GB2007685B (en) 1977-10-11 1982-05-12 Asahi Dow Ltd Composition for drawn film cold drawn film made of said composition and process for manufacture of said film
JPS6155534B2 (en) 1978-10-19 1986-11-28 Sumitomo Chemical Co
US4395519A (en) 1979-04-18 1983-07-26 Mitsui Petrochemical Industries, Ltd. Physically blended propylene polymer composition
JPS6028852B2 (en) 1979-08-29 1985-07-06 Furukawa Electric Co Ltd
US4339496A (en) 1979-10-05 1982-07-13 Mobil Oil Corporation Heat sealable packaging film comprising propylene polymer substrate and a surface layer blend of ethylene copolymer and propylene copolymer
US4257536A (en) * 1979-10-15 1981-03-24 American Can Company Laminate structure for collapsible dispensing container
US4366292A (en) 1980-02-07 1982-12-28 Werner Raymond J Mixed polyolefinic compositions
JPH0134797B2 (en) * 1980-10-22 1989-07-20 Mitsubishi Paper Mills Ltd
US4378451A (en) 1981-09-14 1983-03-29 Eastman Kodak Company High flow rate polyolefin extrusion coating compositions
US4418841A (en) 1982-11-23 1983-12-06 American Can Company Multiple layer flexible sheet structure
JPS641504B2 (en) 1982-08-05 1989-01-11 Chisso Corp
US4525257A (en) 1982-12-27 1985-06-25 Union Carbide Corporation Low level irradiated linear low density ethylene/alpha-olefin copolymers and film extruded therefrom
JPH0377777B2 (en) 1984-05-09 1991-12-11 Kuraray Co
ES8700294A1 (en) 1984-07-30 1987-01-01 Himont Inc Process for the preparation of compositions of poly propylene impact resistant having improved re-consistency bleaching
FR2571817B1 (en) 1984-10-11 1988-01-08 Belles Ondes Forges Quick coupling perfect for fluid lines under pressure and application of such a connection to the inflation of a tank
US4634739A (en) 1984-12-27 1987-01-06 E. I. Du Pont De Nemours And Company Blend of polyethylene and polypropylene
US4726984A (en) 1985-06-28 1988-02-23 W. R. Grace & Co. Oxygen barrier oriented film
US5011891A (en) 1985-12-27 1991-04-30 Exxon Research & Engineering Company Elastomer polymer blends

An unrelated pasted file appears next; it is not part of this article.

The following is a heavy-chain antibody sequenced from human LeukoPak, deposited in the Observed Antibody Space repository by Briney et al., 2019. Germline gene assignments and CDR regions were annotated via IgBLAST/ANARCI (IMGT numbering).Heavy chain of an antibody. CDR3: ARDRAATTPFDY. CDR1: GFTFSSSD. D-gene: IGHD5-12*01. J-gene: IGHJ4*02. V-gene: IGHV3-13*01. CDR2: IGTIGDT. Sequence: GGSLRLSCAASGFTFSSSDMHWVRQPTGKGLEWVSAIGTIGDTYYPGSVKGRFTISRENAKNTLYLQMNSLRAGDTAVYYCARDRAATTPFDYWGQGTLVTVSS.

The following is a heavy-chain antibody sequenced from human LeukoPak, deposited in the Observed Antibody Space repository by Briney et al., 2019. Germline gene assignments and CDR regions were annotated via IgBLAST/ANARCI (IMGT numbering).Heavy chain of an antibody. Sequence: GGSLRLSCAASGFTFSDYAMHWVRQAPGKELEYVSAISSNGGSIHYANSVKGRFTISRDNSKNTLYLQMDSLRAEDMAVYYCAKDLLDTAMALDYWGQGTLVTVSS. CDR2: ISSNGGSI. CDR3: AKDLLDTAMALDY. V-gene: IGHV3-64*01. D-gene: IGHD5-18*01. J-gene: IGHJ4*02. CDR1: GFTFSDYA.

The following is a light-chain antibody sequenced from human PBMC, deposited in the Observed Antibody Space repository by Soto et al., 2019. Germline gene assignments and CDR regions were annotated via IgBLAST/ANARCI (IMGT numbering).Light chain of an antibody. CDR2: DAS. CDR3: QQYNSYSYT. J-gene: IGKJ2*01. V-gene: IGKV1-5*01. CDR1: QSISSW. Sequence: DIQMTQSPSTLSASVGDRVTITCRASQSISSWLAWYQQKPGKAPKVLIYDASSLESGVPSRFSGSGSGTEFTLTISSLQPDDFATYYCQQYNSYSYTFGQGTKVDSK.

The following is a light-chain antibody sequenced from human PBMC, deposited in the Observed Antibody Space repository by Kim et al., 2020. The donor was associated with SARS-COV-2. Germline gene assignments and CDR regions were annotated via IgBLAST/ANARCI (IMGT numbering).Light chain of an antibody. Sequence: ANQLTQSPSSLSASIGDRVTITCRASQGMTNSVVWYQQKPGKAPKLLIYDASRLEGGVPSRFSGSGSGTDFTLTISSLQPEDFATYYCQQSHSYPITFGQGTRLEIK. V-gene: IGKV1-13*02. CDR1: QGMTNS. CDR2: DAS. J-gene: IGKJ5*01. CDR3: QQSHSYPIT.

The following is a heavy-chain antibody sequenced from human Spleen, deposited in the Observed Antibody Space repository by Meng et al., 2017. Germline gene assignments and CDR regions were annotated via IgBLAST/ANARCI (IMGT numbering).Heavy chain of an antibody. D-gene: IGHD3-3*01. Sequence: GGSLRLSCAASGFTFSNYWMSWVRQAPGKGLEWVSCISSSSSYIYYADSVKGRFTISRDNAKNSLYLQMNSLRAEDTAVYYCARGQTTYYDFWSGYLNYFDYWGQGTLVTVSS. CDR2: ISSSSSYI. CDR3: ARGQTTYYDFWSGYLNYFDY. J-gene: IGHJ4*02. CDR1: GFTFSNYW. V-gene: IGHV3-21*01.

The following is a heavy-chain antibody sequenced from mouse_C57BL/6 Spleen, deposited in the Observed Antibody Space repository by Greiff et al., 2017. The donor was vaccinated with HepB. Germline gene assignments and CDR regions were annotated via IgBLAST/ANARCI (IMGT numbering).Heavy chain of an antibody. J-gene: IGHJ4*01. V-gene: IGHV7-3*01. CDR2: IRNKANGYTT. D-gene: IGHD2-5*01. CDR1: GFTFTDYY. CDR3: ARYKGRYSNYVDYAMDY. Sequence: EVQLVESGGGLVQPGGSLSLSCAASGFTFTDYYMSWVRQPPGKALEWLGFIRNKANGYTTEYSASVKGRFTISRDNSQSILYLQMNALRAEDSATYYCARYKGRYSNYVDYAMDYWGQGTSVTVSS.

JP2667830B2 (en) 1987-09-07 1997-10-27 株式会社クラレ Ethylene - vinyl alcohol copolymer composition
US4986053A (en) * 1988-11-22 1991-01-22 American National Can Company Methods of making improved packages
US5135800A (en) 1988-03-14 1992-08-04 Mitsui Petrochemical Industries, Ltd. Obliquely oriented polypropylene cross film and fastening tape for paper diaper comprising said cross film
US4964538A (en) * 1988-07-20 1990-10-23 Colgate-Palmolive Company Package for flowable material
JP2722697B2 (en) 1988-08-17 1998-03-04 住友化学工業株式会社 Thermoplastic propylene resin composition
JPH0751343B2 (en) 1988-10-17 1995-06-05 日本石油化学株式会社 Hollow container
US5238718A (en) 1988-10-17 1993-08-24 Nippon Petrochemicals Company, Limited Multi-layered blow-molded bottle
US5036889A (en) 1989-04-10 1991-08-06 J. L. Clark, Inc. Tube with flip-top cap
US5280074A (en) 1989-12-21 1994-01-18 Hoechst Ag Process for the preparation of a polypropylene molding composition
US5126408A (en) 1990-03-09 1992-06-30 Union Carbide Chemicals & Plastics Technology Corporation Thermoplastic olefins
JP2771024B2 (en) 1990-08-30 1998-07-02 関西チューブ 株式会社 Laminate tubular container with improved shoulder barrier properties
US5164258A (en) 1990-10-29 1992-11-17 Mitsuzo Shida Multi-layered structure